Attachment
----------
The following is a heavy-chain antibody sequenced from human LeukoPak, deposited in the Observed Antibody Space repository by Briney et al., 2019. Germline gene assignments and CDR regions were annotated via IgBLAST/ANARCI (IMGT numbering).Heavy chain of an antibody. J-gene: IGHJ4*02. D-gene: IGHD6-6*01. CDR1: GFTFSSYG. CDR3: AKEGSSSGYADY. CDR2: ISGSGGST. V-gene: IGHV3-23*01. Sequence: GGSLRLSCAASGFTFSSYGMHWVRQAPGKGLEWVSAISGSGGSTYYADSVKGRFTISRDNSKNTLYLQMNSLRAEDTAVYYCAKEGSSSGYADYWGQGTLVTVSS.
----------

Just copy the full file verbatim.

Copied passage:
The following is a heavy-chain antibody sequenced from human LeukoPak, deposited in the Observed Antibody Space repository by Briney et al., 2019. Germline gene assignments and CDR regions were annotated via IgBLAST/ANARCI (IMGT numbering).Heavy chain of an antibody. J-gene: IGHJ4*02. D-gene: IGHD6-6*01. CDR1: GFTFSSYG. CDR3: AKEGSSSGYADY. CDR2: ISGSGGST. V-gene: IGHV3-23*01. Sequence: GGSLRLSCAASGFTFSSYGMHWVRQAPGKGLEWVSAISGSGGSTYYADSVKGRFTISRDNSKNTLYLQMNSLRAEDTAVYYCAKEGSSSGYADYWGQGTLVTVSS.